The invitation doesn't say specifically, but I imagine that this is a drop-off-your-child party. Bud is not a drop-off kind of child.

All of this ran through my head as I read the invitation and my brain jumped to the easy out: Maybe Bud won't want to go.

I broached the subject with him.

"Bud, Carla invited you to her birthday party. Do you want to go?"


"The party will be at Carla's house, with all the kids from school."


"You want to go to Carla's birthday party at Carla's house?"


Unequivocal. He's going.

I'm rehearsing the telephone conversation I need to have with Carla's mom: about Bud - that I'll need to stay with him - that I'd be happy to lend a hand with serving cake or doing crafts or whatever, and is there anything I can bring, and oh-my-goodness is he looking forward to the party.

And then we need to go shopping for a present, even though I have no idea what one buys for a neurotypical seven-year-old girl whose favorite word is underwear.

My stomach is in knots just thinking about it. But I'll make the phone call and I'll do the shopping, because Bud's going to the party.

Bud's going to the party with his friends.

Thursday, February 01, 2007

Reading and thinking

I've done some interesting reading this week, and it's gotten me thinking.

I've been thinking about this fantastic post by abfh on Whose Planet Is It Anyway?. It deconstructs the "Sally-Anne" marble experiment that is often pointed to as evidence that people with autism are deficient in "theory of mind" skills, or the ability to adopt the perspective of another person. (I wrote about the theory quite some time ago, but have long since dismissed it as an issue for Bud: it wouldn't occur to him to be sneaky if he couldn't imagine how I might respond to his activity.) The post is brilliant and it suggests a reasonable, and much more plausible, language-based explanation for why kids with autism struggle with the "Sally-Anne" experiment.

I've also been thinking about this essay by Ellen Notbohm, which reinforces my thinking about video games and reaffirms my decision to keep them outside Bud's experience.

And I've been thinking a lot about this post about the recent autism special on The View and this post about correlation vs. causation, both from Kristina at AutismVox, which pointed me to this post from Kim Stagliano and this post from Barbara Fischkin, both from The Huffington Post. I actually wrote a long post about my thoughts on these pieces and these issues. Unfortunately, after an extraordinary amount of writing and editing and rewriting and tweaking and rephrasing, I hit the "Publish" button and got an error message telling me that Blogger was down for repair. When it came back up, my post - the one I'd labored to word just the right way - had vanished.

I'm taking it as a sign.

You can read the Huffington posts, and if you've been reading my blog for any length of time you can probably guess my reaction to them. If not, I'll just mention two philosophies that shape my thinking, my actions and, most importantly, my parenting, which might give you a general idea.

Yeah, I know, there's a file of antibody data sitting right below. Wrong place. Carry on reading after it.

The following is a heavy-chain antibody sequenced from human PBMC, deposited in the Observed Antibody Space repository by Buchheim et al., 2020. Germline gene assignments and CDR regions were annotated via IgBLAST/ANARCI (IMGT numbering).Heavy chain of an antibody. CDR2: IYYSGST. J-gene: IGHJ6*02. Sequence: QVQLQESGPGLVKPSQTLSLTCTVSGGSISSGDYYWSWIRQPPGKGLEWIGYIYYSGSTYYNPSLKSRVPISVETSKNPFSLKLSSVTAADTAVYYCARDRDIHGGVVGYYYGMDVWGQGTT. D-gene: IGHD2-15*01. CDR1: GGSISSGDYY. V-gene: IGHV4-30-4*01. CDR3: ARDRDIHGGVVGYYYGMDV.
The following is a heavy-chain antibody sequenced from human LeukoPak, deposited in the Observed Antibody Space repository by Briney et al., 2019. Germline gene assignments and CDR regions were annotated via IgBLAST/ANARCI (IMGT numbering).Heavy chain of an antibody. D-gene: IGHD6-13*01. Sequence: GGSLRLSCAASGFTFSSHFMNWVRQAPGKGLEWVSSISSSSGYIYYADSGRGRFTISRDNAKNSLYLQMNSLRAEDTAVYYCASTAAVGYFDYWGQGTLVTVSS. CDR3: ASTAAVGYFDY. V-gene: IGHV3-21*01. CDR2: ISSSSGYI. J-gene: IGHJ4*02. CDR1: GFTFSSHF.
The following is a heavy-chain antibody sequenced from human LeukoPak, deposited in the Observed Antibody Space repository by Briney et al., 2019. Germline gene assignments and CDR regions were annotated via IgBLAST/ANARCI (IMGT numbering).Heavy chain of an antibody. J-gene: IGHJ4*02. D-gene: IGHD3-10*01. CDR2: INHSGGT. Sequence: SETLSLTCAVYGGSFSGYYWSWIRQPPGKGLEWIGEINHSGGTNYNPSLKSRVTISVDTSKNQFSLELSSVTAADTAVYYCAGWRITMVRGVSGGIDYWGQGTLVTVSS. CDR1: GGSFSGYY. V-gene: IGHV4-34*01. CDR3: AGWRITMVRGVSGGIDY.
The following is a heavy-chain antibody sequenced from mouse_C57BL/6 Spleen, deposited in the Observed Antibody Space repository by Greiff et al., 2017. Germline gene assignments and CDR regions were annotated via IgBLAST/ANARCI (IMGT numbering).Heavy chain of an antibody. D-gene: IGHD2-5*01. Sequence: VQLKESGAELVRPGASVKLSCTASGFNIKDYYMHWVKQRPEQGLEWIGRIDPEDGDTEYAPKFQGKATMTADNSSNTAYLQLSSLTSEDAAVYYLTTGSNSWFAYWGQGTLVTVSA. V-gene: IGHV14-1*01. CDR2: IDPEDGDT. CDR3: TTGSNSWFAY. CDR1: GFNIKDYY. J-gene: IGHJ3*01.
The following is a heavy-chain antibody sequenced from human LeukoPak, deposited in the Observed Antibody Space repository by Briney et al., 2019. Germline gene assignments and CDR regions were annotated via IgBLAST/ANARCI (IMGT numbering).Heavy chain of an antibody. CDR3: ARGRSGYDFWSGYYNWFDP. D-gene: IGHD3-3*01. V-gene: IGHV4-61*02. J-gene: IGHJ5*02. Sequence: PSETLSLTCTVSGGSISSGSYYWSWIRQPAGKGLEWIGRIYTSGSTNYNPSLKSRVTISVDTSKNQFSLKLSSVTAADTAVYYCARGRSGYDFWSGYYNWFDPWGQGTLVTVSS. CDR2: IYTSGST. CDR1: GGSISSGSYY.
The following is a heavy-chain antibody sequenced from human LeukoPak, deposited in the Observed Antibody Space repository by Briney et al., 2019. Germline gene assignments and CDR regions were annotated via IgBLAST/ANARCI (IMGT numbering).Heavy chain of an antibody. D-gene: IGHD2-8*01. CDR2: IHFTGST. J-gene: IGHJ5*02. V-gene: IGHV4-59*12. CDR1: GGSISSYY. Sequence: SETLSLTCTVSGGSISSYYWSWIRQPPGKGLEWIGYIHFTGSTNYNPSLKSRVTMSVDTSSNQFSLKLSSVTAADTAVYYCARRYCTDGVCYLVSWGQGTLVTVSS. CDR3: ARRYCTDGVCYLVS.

The first philosophy is this: I believe that we move in the direction of our dominant thought. Think "I hope I don't forget my keys," and "forget" becomes your dominant thought. By focusing on "forget," you increase the likelihood that you'll leave the house with your keys still on the counter. But shift your focus and think "I want to remember my keys" and you change your dominant thought to "remember," making it more likely that you'll leave the house with your keys in hand.

Think "I hate autism" (or "I fear autism" or "I am exhausted by autism" or "I resent autism") and you move, psychologically and emotionally, toward those dominant thoughts - toward hate, toward fear, toward exhaustion, toward resentment.

Think instead "I love my child" and you move toward love. You move toward your child.

It's clear to me that both Huffington bloggers are smart, insightful writers and mothers who love their children. But I fear that there's an unspoken code in the blogosphere that says that the best bloggers are the ones who make their points with acerbic humor - the ones whose writing is engaging because its tone has an undercurrent that is sarcastic, snide, and derisive. That may be fine when you're writing about George Bush or Bill Clinton: they can take it. It's entirely different when you're writing about your child.

Because you move in the direction of your dominant thought.

I'm not a naive Pollyanna. And I'm tired of reading that I don't understand "real" autism because I have a "high functioning" child. There are some challenges that I avoid discussing on my blog, not because I am trying to sugar-coat the picture I paint of life with an autistic child and not because those issues don't exist, but because my responsibility - first and foremost - is not to my readers, not to my writing, and not to autism advocacy, but to my son: my son, the full, complete, human being who, despite his young age and autism, has a right to privacy and dignity and respect.

Which brings me to my second philosophical belief, which is actually a quote from Anais Nin: "We don't see things as they are. We see them as we are."

It's all about the filters we choose. We let some things in; we leave other things out. The world - autism - our children - writing: it's boundless. We choose to frame it with artificial borders of our own making. The frames are not about the world, or autism, or our children, or writing. They are about ourselves.

So I'm thinking about my filters and frames and I'm continuing to move in the direction of my dominant thought: I'm moving toward my child. No matter what I read.